The opinion of the court was delivered by: Anthony W. Ishii Chief United States District Judge
ORDER ON PARTIES' REQUESTS FOR COSTS AND ATTORNEY FEES AND FINAL JUDGMENT
On June 24, 2008, the court filed an order denying Plaintiffs' motion for reconsideration and ordering that the parties submit, either by separate letters or by stipulation, any issues the parties understand are remaining before the court and submit suggested language for entry of final judgment. The parties have responded with letters to the court that agree that no substantive issues remain to be decided and that agree that the parties have not reached agreement on the issues of the availability of attorney fees, the allocation of costs, and the language of final judgment. This order addresses the three remaining issues and closes the case.
In their letter of July 25, 2008, Plaintiffs contend they are the prevailing party, having prevailed on count II of the First Amended Complaint, and are therefore entitled to attorney's fees as part of costs pursuant to 42 U.S.C. § 1988(b). Defendant's letter of July 29, 2008, contends that, notwithstanding whether Plaintiffs can be considered to have prevailed on any counts, attorney fees are not available under section 1988(b) under the facts of this case. The court agrees.
Section 1988(b) of Title 42 of the United States Code provides, in pertinent part:
In any action or proceeding to enforce a provision of sections 1981, 1981a, 1982, 1983, 1985, and 1986 of this title, [. . .] or section 13981 of this title, the court, in its discretion, may allow the prevailing party, other than the United States, a reasonable attorney's fee as part of the costs [. . . .]
An award of attorney's fees pursuant to section 1988(b) is predicated on a party successfully enforcing a provision of one of the enumerated statutes. Plaintiffs do not specify which statute they prevailed on in order to qualify for attorney's fees under section 1988(b), but the court presumes Plaintiffs are pressing their claim for attorney's fees based on the contention they were prevailing parties under 42 U.S.C. section 1983. No other provision listed above has any possible relevance to the facts of this case.
In City of Rancho Palos Verdes v. Abrams, 544 U.S. 113 (2005), the Supreme Court noted:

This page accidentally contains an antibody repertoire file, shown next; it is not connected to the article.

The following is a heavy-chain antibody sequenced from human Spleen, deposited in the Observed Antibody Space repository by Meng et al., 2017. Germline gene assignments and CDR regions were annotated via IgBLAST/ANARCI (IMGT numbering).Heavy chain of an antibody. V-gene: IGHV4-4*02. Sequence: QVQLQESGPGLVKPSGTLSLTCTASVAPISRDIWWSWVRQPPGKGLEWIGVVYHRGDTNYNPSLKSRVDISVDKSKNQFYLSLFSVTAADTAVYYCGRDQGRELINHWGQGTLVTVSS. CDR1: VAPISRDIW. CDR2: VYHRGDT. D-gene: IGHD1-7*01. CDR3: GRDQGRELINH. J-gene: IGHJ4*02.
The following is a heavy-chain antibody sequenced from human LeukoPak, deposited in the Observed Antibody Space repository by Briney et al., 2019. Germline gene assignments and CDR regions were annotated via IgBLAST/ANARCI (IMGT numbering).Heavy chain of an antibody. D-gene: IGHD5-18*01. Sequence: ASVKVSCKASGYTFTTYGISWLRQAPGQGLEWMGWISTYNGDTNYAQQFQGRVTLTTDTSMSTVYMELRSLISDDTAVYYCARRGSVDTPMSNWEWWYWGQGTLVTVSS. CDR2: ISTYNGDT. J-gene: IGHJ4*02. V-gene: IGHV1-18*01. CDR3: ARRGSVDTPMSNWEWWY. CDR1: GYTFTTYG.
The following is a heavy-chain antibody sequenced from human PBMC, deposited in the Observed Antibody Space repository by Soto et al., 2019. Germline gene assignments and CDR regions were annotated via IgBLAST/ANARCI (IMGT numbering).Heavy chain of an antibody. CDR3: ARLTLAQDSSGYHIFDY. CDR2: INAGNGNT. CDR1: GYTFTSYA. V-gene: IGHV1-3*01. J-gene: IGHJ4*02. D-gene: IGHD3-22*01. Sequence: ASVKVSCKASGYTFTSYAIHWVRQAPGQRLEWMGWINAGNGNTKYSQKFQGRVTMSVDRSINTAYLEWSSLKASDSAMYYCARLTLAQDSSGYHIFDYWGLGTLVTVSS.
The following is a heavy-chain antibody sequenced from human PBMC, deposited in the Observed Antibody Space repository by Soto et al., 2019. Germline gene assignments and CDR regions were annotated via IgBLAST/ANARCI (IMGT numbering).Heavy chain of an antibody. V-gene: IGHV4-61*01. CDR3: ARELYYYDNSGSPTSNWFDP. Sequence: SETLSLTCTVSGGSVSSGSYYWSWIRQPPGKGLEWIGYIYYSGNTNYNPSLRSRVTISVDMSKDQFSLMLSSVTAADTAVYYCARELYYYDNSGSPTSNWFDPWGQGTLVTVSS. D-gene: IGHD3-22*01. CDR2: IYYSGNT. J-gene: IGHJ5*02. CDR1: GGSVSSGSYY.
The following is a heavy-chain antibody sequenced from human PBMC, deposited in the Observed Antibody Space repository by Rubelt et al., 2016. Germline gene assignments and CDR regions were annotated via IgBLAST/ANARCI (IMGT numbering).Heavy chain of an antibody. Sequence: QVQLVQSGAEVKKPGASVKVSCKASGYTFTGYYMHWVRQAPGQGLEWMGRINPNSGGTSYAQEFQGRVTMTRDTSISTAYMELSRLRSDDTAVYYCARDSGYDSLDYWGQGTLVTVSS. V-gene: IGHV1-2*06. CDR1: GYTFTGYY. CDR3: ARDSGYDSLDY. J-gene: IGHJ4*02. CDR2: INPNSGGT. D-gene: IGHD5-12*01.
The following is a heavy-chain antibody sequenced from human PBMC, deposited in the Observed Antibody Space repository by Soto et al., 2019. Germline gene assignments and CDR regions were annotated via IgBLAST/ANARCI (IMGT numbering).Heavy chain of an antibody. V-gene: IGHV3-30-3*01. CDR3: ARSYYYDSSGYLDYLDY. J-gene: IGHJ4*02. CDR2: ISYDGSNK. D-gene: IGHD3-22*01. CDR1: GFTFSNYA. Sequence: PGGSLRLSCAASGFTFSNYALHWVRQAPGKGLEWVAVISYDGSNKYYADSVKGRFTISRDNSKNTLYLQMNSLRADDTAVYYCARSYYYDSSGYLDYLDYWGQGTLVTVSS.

Our subsequent cases have made clear, however, that § 1983 does not provide an avenue for relief every time a state actor violates a federal law. As a threshold matter, the text of § 1983 permits the enforcement of "rights, not the broader or vaguer 'benefits' or 'interests.'" [Citation.] accordingly, to sustain a § 1983 action, the plaintiff must demonstrate that the federal statute creates an individually enforceable right in the class of beneficiaries to which he belongs. [Citation.]
Id. at 119 (italics in original).
Count II of Plaintiffs' First Amended Complaint ("FAC") seeks to enjoin enforcement of California state regulations codified at California Health and Safety Code section 43018.5(b)(1) that limit automotive emissions of "greenhouse gasses" (hereinafter the "AB 1493 regulations"), on the ground such enforcement is preempted by section 209(a) of the Federal Clean Air Act, 42 U.S.C. § 7543(a). "The Supremacy Clause of Article VI of the United States Constitution grants Congress the power to preempt state or local law." Olympic Pipeline Co. v. City of Seattle, 437 F.3d 872, 877 (9th Cir. 2006).
A claim under the Supremacy Clause that a federal law preempts a state regulation is distinct from a claim for enforcement of a federal law. "The primary function of the Supremacy Clause is to define the relationship between state and federal law. It is essentially a power conferring provision, one that allocates authority between the national and state governments . . . ." White Mountain Apache Tribe v. Williams, 810 F.2d 844, 848 (9 Cir. 1987).
A claim under the Supremacy Clause simply asserts that a federal statute has taken away local authority to ...